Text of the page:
Christmas Bells

Christmas Bells
Christmas Bells - Blandfordia nobilis

Saturday, August 12, 2006

A Plant version of Anni's Literary "meme"

Anni, who Blogs at Mayday 34°35'S 150°36'E sent me a literary challenge, which I am not sure that I am ready to handle. In the past I have been a very enthusiastic reader. In recent years, I have found myself reading plant books - reference books about native plants, Orchids, Peonies. I love these books. But I am sure these books are not what Anni was asking about.

Anyway, Anni suggested that I vary the "meme", to make it centred around plants - plants I have always grown, plants I have never managed to grow, plants that I wish nobody would ever grow, etc. You can see where this is heading. So, I am up for this challenge. I will stick as closely as I can to Anni's original literary questions.

*****

One plant which changed your life:
I can answer this question in a very literal (not "literary") way. The plant in question is the Madagascan Periwinkle. As that link explains, it is the source of two extremely potent drugs used in Chemotherapy treatments - Vincristine and Vinblastine. The old Latin name for this plant is "Vinca", (which means a chain). That "latin root" (Vin...) appears in the names of the two drugs mentioned. The botanists have now revised the name, and it is officially called catharanthus roseus.

Anyway, as you have doubtless guessed by now, this was the source of one of the drugs with which I was treated last year, in my first round of Chemotherapy treatments for Non-Hodgkins Lymphoma. So, in a very physical way, this plant changed my life!

One plant you've grown more than once:
Well, there are many plants which meet that definition - such as Lawn Grasses. But speaking of plants which I value more that. The Rose "Just Joey" would be the best example. I love this plant, and always find myself planting it in any garden I have something to do with. I have donated one to the CTC in Robertson, where it is growing beside the main door. "Just Joey" is a "good doer", ("healthy as...." in the modern vernacular).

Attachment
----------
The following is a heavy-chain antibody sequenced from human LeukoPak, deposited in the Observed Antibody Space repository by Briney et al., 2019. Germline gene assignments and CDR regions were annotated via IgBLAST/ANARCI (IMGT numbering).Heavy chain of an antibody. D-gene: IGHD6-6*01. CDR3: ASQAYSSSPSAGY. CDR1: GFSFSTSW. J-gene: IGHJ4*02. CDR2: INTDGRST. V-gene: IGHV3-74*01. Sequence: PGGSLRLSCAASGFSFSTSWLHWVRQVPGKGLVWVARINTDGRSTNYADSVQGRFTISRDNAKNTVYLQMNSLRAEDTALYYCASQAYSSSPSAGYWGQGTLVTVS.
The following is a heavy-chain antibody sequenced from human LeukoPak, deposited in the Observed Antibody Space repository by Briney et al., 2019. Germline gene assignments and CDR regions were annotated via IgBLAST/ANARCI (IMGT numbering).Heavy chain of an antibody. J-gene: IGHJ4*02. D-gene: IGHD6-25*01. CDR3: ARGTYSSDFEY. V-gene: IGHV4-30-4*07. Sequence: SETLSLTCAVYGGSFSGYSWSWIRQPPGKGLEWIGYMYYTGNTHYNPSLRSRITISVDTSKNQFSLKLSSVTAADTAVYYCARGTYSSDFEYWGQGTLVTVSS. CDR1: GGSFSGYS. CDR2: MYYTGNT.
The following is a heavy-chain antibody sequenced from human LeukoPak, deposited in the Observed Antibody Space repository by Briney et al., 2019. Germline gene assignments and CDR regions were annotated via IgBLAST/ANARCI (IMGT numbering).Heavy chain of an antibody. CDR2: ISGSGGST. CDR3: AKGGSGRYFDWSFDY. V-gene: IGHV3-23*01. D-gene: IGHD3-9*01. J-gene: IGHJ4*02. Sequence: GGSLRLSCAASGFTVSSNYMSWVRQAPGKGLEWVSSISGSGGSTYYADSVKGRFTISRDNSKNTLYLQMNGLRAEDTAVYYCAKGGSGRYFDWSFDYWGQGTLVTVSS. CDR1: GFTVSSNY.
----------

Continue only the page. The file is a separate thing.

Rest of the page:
It is a large flowered modern Rose, with shades of pink and apricot in its flower. It has a slight tea scent, so one tends not to grow it for its perfume. I have a pair of "grafted standards" planted either side of my front door, so that it has enough stem height to give me flowers at eye height. Last year, when I was in hospital in Canberra, Anni posted this photo of one of my own "Just Joey" flowers, on her blog - which was very sweet of her.

I love the old fashioned roses, The Gallicas, the Damasks (especially Isphahan and Kazanlik) and the tough, but lovely Rugosas, from Japan, for their wonderful elegant, true "Rose perfume". "Just Joey" has none of that perfume (it has Tea Rose ancestry, alas). It also has a stupid name. However, despite these fundamental deficiencies, I still rate this plant as my favourite Rose.

One plant which made you giddy:
In this case, I would go for a perfumed plant. I am very responsive to the scents and odours emitted by plants. My personal preference is for the heavier, muskier odours. Light fragrances, such as Violets emit are unfortunately lost on me. I know they are very powerful for some people.

Currently, my favourite aromatic plant is a Mint Bush - Prostanthera sieberii. There are many Mint Bushes (Prostantheras) in cultivation - P. seiberii, ovalifolia, and melissifolia are species which are all nice. But I find the perfume of the leaves in P. seiberii to be
most to my liking - a combination of sweet and musky odours.

The
Sydney Botanic Gardens "plantnet" site for this species, describes it as being "strongly and unpleasantly aromatic".

As my old Latin teacher used say: "De gustibus, non est disputandum" - (Regarding tastes, there can be no argument.)

I have this plant growing beside the path to my front door - deliberately planted too close to the path, so that one has to brush past it, as you enter the house, and you get enveloped in its perfume as you walk past it. It is also known as Prostanthera incisa var sieberi.

One plant which wracked you with sobs:
(This question makes more sense in the "literary" version of this "meme")

I will take the "literary" (dare I say it - the "girlie") interpretation of this question. I take it to mean a plant which is so beautiful that it almost does not deserve to exist.

This plant takes my
my breath away.

Here is Tree Peony "Shimane Hakugan". (please click to enlarge the image and study the centre of the flower, and then the purity of the white petals).



One plant which you wish had been bred:
Many people would say a "blue rose". I will not. I like plants to do what they do best. Roses do pinks and reds, and even yellows to perfection. Why ask them to do that which they cannot manage, genetically? If you want blue, grow one of the Forget-me-not family, or a Pansy, or the stunning sky blue Himalayan Poppy (Meconopsis sp.).

I would like to see a disease resistent Meconopsis, to follow up that particular flower. I have had great difficulty growing this plant, but I have a friend in Canberra who was successful with them, by growing them in full sun, in a half Oak Barrel, filled with a blend of rich leaf litter and sand. Perfect drainage is required, it seems. Even though Robbo soils are well drained, it seems they are not well drained enough for this most stunning blue flower.

One plant which you wish had never been bred:
Well, obviously I would list weeds - like the Blackberry, as being a terribly invasive pest. But it is a natural plant, more or less.